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Author: Subject: Can oxone oxidise MnSO4 to MnO2 ?
andyloris
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[*] posted on 3-11-2022 at 05:35
Can oxone oxidise MnSO4 to MnO2 ?


Hi, I'm trying to extract lithium from lithium ion batteries.
I need to separate the manganese sulfate from the other metal sulfates.
Can I use oxone instead of ammonium peroxydisulfate ?

Thanks in advance !
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woelen
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[*] posted on 3-11-2022 at 12:44


I expect that it works, but only at high pH. Oxone is a strongly acidic oxidizer. I would try dissolving the MnSO4 and the lithium salts, then add the oxone, and finally add a not too concentrated solution of NaOH. MnO2 precipitates in that case.



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Fery
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[*] posted on 3-11-2022 at 21:40


Couldn't persulfate oxidise Mn(II) to permanganate?
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[*] posted on 3-11-2022 at 22:50


If you just want to separate the manganese from the lithium, just make the solution moderately basic and expose to air. Manganese(III) (hydr)oxides will precipitate nicely.



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andyloris
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[*] posted on 4-11-2022 at 03:27


Thanks !
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[*] posted on 4-11-2022 at 10:22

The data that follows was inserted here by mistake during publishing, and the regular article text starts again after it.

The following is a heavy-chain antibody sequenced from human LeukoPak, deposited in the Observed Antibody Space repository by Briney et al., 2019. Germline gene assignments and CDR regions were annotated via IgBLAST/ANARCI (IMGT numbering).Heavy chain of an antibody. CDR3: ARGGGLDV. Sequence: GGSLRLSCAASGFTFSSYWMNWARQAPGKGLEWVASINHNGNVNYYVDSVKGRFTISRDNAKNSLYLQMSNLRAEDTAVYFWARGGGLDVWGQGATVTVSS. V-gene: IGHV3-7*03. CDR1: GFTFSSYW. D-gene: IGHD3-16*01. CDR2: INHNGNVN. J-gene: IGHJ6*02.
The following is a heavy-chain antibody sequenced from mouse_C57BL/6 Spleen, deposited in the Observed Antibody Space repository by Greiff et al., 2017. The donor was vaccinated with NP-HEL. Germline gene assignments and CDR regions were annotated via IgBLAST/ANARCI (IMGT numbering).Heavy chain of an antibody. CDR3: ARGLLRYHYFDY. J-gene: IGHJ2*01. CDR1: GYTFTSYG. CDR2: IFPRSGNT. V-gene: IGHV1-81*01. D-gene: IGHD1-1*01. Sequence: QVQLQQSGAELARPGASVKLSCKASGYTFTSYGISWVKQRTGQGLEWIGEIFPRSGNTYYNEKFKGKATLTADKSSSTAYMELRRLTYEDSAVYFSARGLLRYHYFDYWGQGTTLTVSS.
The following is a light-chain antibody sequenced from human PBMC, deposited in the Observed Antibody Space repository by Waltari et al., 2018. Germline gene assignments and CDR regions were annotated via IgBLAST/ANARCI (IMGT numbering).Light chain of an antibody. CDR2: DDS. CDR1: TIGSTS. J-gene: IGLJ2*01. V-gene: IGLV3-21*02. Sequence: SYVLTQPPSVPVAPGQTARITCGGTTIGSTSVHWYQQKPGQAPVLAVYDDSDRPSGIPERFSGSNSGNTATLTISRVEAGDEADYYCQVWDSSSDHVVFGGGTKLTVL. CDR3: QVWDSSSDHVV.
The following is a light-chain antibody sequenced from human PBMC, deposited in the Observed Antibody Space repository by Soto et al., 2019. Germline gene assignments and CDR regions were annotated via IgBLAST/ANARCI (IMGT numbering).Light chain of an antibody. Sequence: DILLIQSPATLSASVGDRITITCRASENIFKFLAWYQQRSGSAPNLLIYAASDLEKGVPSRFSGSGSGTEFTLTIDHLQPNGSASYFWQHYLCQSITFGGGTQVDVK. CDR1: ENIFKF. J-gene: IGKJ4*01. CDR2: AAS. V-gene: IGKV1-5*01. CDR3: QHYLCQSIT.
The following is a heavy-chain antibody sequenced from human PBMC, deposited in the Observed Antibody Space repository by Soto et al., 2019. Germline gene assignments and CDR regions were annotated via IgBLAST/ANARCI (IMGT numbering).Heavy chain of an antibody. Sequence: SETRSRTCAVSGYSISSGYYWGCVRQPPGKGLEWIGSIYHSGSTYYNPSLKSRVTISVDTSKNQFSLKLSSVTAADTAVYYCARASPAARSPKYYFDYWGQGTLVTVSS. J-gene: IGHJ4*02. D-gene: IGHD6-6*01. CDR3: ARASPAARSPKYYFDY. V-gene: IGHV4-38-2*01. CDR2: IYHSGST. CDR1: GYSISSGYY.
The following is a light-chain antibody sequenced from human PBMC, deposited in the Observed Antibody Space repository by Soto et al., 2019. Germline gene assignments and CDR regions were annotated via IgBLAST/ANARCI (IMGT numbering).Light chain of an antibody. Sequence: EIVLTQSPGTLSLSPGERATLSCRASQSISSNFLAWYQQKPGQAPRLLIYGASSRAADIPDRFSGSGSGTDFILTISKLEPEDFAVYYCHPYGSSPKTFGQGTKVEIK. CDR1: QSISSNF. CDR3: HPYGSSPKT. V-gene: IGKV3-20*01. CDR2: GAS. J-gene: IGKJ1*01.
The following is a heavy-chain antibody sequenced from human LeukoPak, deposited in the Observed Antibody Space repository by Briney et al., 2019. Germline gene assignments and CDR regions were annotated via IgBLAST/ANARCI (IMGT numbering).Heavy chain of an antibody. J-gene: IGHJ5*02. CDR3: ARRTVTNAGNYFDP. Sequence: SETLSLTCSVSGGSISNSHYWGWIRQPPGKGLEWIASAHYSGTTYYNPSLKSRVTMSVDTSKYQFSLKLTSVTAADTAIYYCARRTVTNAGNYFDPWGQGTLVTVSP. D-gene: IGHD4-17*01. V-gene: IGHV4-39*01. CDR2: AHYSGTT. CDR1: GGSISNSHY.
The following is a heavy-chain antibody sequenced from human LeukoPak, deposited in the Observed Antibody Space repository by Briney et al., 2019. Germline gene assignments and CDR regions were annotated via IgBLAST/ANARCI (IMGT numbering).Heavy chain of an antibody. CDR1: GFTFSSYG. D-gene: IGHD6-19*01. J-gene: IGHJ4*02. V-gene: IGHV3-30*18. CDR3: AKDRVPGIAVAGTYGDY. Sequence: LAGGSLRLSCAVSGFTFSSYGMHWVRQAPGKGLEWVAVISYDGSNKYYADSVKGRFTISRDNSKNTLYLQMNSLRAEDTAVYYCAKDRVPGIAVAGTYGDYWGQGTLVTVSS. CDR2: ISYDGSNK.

@DraconicAcid,

most leacheates from Li ion batteries have/could contain.
Mn, Ni, Co and Li.

If solution is made basic and hydroxides are formed by bubbling air, for separating Mn from Li.

How will this affect Co and Ni?

or let me refrase: if bulbling air separates Mn hydro(oxides) only or other (hydr-oxides) are separated as well. ie not pure mn hydro(oxides).

Thanks







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Fery
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[*] posted on 4-11-2022 at 10:48


Solubility of hydroxides of Mn(II), Ni(II), Co(II) are at range mg per liter and ug or ng in excess of hydroxide.
You can then filter out hydroxides of metals, Mn(OH)2 will further oxidize in air to MnO2.
Finally you can precipitate Li(I) as Li2CO3 by introducing CO2 into the above alkaline filtrate, this compound is less soluble at elevated temperature than in cold. Eventually further evaporate to squeeze more of the Li (Li2CO3 solubility in water is 6,9 g per 1 liter at 100 C).
If you use NaOH then do not introduce big excess of CO2 as NaHCO3 is also not much soluble (it is less soluble in cold).

[Edited on 4-11-2022 by Fery]
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DraconicAcid
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[*] posted on 4-11-2022 at 10:55


If it's basic enough, nickel, cobalt and manganese will all precipitate nicely.



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[*] posted on 4-11-2022 at 11:11